It’s pretty much what’s happening in the world today. One thing goes wrong and shut the world down. For example, the confederate flag debate.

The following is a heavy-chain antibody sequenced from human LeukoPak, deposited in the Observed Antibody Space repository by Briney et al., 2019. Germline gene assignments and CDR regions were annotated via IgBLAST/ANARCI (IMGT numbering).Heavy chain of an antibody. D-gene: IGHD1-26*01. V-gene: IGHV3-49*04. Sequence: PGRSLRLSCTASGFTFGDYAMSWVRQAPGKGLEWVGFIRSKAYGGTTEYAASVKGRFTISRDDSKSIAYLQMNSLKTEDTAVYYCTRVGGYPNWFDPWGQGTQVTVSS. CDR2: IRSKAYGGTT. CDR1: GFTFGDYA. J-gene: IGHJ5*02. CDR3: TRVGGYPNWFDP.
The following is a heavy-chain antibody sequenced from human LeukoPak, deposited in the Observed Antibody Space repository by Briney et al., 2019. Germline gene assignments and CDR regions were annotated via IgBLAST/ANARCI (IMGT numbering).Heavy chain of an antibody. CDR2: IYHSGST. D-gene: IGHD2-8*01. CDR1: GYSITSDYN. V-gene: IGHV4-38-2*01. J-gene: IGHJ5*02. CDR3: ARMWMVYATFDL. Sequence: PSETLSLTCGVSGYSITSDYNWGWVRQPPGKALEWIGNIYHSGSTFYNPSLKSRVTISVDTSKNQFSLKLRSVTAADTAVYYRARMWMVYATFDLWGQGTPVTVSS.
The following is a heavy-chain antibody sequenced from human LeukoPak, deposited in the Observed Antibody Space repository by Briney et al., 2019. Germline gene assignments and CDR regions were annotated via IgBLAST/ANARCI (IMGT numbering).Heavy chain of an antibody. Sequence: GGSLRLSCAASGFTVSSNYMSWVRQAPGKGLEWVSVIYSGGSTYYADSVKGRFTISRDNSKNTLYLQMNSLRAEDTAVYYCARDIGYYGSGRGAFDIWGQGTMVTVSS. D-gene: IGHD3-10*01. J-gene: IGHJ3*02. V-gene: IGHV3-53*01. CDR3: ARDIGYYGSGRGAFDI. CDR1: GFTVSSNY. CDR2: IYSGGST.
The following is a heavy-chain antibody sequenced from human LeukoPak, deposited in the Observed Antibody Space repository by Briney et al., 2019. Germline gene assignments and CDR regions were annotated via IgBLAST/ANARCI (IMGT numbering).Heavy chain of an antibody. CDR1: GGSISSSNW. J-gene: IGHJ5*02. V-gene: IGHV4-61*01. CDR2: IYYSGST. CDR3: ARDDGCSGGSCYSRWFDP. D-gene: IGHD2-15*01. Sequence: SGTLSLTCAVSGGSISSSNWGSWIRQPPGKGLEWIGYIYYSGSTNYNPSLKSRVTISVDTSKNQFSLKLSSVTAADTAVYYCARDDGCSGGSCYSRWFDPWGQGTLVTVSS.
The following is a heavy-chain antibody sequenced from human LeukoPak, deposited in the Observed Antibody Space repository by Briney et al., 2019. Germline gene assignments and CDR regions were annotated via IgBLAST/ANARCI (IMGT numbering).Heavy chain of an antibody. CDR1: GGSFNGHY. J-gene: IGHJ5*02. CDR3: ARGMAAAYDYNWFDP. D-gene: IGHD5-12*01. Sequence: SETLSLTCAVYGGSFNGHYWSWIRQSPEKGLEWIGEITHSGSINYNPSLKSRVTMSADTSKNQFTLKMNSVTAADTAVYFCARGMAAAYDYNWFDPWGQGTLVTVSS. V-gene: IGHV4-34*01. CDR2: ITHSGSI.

Well what do they say? Those who forget history, are bound to repeat it. I mean I’m not into it. It’s not my thing to fly that flag. You don’t see the Nazi flag flying. That’s going to be controversial by me saying that. I’m not saying one is worse than the other, I’m just saying maybe the confederate flag stood for something really good to those who are flying the flag but then maybe to the majority of people it does not. Sometimes things in history are going to be questioned and people need to get into an uproar about it. Maybe it educates some people. When controversial things don’t happen, you go home flip on the baseball game and go to bed and that’s the only thing you do, you aren’t really stimulating your brain. There are a lot worse things going on in the world. That’s really the truth. I mean who gives a shit about Bruce Jenner and a fucking sex change. I could give a flying rat fuck about that. What that does, is it numbs my brain and glazes my face over. I’m uninterested. It’s the whole mentality, if you want to fucking distract somebody, just flash a glimmering object in their face and they will be “ooh I want that” and really, something fucked up is happening over there. That’s the media, not all the media, but that’s what we see. People are interested in that bullshit. Sometimes all the people want to do is look over their neighbor’s fence. Those are the kind of people that care about Bruce Jenner’s sex change. You can walk through the supermarket and see the tabloids. Some people pick those up religiously. That’s the way some people want to live. Every time something insignificant is happening there’s something more important that is getting way less press. There was some kind of trade embargo signed; I caught wind of it when all of that was happening. It was something very important economically that was happening under the radar, and only the people that were looking for it saw it.